Trees for Life

Operating Dates:

1987 – 2021

Trees for Life had its beginnings in SA in April 1981 after a visit from international conservationist Richard St Barbe Baker. The initial name ‘Men of the Trees’ was soon changed to Trees for Life.

The Willunga group was formed in April 1987. For a short time it was known as the Fleurieu Group, with meetings alternating between Willunga and Yankalilla, but it was soon decided to focus on the Willunga district.

The Fleurieu Fanfare newsletter was produced by Clare Longhorn. Kate Parkin led members for the first 10 years and initiated a monthly Quarry Market stall which attracted many new members.

An annual stall at the Almond Blossom Festival started in 1987. The group’s first major project was a 1988 Bicentennial Project to plant local species on the Willunga to McLaren Vale Linear Park along the old railway line. Further plantings followed.

Members grew nearly 20,000 trees and shrubs to be planted on local roads and properties, including the Linear Park, Kings Hill Road, Taylors Hill Road, Tatachilla Lutheran College, many hills-face properties and even the grounds of McLaren Vale Hospital. A bush garden in St Peters Terrace known as Willunga Wirra was opened in 1996.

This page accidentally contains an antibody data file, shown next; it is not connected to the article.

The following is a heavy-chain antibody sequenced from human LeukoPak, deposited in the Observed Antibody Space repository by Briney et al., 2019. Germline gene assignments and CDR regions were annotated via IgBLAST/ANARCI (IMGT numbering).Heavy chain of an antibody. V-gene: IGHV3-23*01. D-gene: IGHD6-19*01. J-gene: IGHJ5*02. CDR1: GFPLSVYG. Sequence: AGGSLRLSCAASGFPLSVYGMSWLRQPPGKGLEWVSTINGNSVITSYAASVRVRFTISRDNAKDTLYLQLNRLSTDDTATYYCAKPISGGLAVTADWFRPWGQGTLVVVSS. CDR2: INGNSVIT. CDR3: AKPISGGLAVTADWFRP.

Apart from growing seedlings for the state-wide TFL Tree Scheme, many members also cared for their own patch of local bush through the Bush for Life program.

Seedbank coordinators have been Ann Houghton, followed by Graham Hancox, Jan Nicholls and Julie Turner. Each year from the mid-1990s, the local Distribution Depot was managed by members including Colin Digance, Peggy Rogers and Paul Rosser. Each November, hundreds of local growers collected their growing kits at the Depot to produce seedlings for planting throughout SA in the following autumn.

Kate Parkin was succeeded as Coordinator by Joyce West in 1997 and Julie Turner in 2012. Twenty-fifth birthday celebrations were held in April 2012. Regular meetings and excursions continued for another 9 years.

After caring for the environment of the Willunga Basin for 35 years, the group closed in 2021.

References:

Charlotte Knottenbelt Trees for Life: the first 20 years.

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